Yeah. And you know, they had to compete with the war effort. A lot of them were traveling from town to town and trains. And then when gas rationing didn't have, they didn't have to worry about that anymore. They got vehicles. And then the decline of the League really was partially because of the end of the war. Men were coming back, a lot of people can see in the movie, A League of Our Own. But it also, you know, a lot of the women just weren't interested in it anymore. Their priorities changed. Not that they didn't love the game, but it was a job, and then their job had to become something else. So it sort of ended without officially ending. We have lots of newspaper articles about, talking about the next season, and then next season just never happened.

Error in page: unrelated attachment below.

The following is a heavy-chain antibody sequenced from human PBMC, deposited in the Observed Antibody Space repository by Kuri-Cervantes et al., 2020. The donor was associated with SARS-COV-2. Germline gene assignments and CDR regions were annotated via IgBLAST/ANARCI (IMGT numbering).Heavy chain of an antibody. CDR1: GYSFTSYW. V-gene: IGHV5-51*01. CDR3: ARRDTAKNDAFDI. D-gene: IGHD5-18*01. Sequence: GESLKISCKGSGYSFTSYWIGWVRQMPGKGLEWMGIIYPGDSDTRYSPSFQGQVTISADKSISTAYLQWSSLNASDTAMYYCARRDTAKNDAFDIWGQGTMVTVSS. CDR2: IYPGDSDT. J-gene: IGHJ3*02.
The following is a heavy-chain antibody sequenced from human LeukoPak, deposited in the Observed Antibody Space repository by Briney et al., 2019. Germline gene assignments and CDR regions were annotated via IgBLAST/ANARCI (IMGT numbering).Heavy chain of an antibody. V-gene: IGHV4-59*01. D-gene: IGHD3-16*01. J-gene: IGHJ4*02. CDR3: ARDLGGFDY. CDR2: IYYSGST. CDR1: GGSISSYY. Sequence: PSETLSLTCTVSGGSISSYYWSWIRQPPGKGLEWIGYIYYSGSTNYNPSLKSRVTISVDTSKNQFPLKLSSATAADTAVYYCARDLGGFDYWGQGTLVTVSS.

Interesting that there wasn't a hard end. It just didn't happen.
What was the general age range for the women?
It was actually pretty young, pretty broad. And there was a lot of girls in high school that got special permission from their parents to leave school for a little while to go do it. But we had women who, probably up until late 20s.
Yeah. There were a couple in their late 20s. And I think the youngest was, I think it was 13 or 14.
I think Dottie Schroeder was the youngest girl. She played for South Bend for a little while. But she bounced around to a lot of teams. And I think she was actually the only girl to... She played the most for sure. But I think she played almost every season. And I think she was 15 or 16 when she started. She was very young.
It would make sense if she was so young that she would also be the one to play the most seasons, right?